1

As part of my employee compensation when I started working for a small startup, I got 5% of the shares. The company didn't make it and the founder wrote me to tell me that he's going to liquidate it, and that this will affect our credit score in Germany.

I guess it means it will appear in my Schufa Bonitätsauskunft (liquidity report) and that kind of things. How bad is it really for me? Could this credit score be transfered to other (EU) countries?

  • Presumably the fact that it will affect your credit score means that the liquidation is because of bankruptcy (as opposed to liquidating when there's still a slightly positive net worth)? – RonJohn Dec 6 '17 at 21:39
  • 2
    If the founder is feeling nice, he could offer to buy your shares from you for 1 EUR before he liquidates. – DJClayworth Dec 6 '17 at 22:06
  • @RonJohn Yes, bankruptcy. – user384729 Dec 6 '17 at 22:09
  • 3
    Are you involved with this company in any way, other than owning shares? Because if I buy shares in a company on the market, and it goes bankrupt, I don't expect my credit score to go down. – DJClayworth Dec 6 '17 at 22:23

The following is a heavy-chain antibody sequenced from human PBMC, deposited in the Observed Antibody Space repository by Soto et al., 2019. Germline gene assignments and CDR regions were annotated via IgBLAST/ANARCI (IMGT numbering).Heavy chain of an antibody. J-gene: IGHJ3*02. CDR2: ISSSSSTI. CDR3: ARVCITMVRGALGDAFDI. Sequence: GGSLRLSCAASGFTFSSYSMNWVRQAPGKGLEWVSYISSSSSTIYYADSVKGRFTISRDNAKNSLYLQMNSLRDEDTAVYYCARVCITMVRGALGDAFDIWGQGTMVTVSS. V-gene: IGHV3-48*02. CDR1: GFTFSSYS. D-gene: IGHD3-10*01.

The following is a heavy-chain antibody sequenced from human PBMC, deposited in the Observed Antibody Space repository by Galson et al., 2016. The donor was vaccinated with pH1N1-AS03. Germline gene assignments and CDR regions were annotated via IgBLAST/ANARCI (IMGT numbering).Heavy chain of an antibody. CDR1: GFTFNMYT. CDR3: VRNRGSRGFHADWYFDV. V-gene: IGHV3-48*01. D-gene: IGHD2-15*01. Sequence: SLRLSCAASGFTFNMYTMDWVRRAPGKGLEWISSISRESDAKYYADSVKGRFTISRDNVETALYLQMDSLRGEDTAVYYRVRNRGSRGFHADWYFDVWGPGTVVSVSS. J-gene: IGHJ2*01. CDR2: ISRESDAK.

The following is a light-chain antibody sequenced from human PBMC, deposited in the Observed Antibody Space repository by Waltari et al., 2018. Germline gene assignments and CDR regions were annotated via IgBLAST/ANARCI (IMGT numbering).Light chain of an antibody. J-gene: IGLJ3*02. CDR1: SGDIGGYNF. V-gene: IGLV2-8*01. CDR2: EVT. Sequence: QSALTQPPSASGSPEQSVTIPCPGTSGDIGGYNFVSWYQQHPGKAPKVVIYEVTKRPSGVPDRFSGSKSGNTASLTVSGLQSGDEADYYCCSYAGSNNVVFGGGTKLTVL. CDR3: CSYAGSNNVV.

• A bit of a punt, but according to this link on corporate governance in Germany (#35 and 36) one (or more) shareholders who hold at least 5% get special powers to demand shareholder meetings, propose motions, and instigate various audits/legal remedies in case of suspected mismanagement. Perhaps that 5% figure also gives you some "obligations" (to have raised issues ahead of bankruptcy) and the responsibility lives on (in affecting your liquidity report) if you didn't? – TripeHound Dec 7 '17 at 16:08
1

In general No - owning shares of a limited company that is in liquidation should not impact your credit. However it would depend on the specific legal structure and what specifically is happening.

For example: if you were a director of an English company that was allowed the company to continue trading when it couldn't pay its debts, you could be disqualified. If it was a partnership, you would be personally liable for the debts too.

A German bankruptcy lawyer should be able to answer the question more precisely based on your specific circumstances.

Your Answer

By clicking “Post Your Answer”, you agree to our terms of service, privacy policy and cookie policy

Not the answer you're looking for? Browse other questions tagged or ask your own question.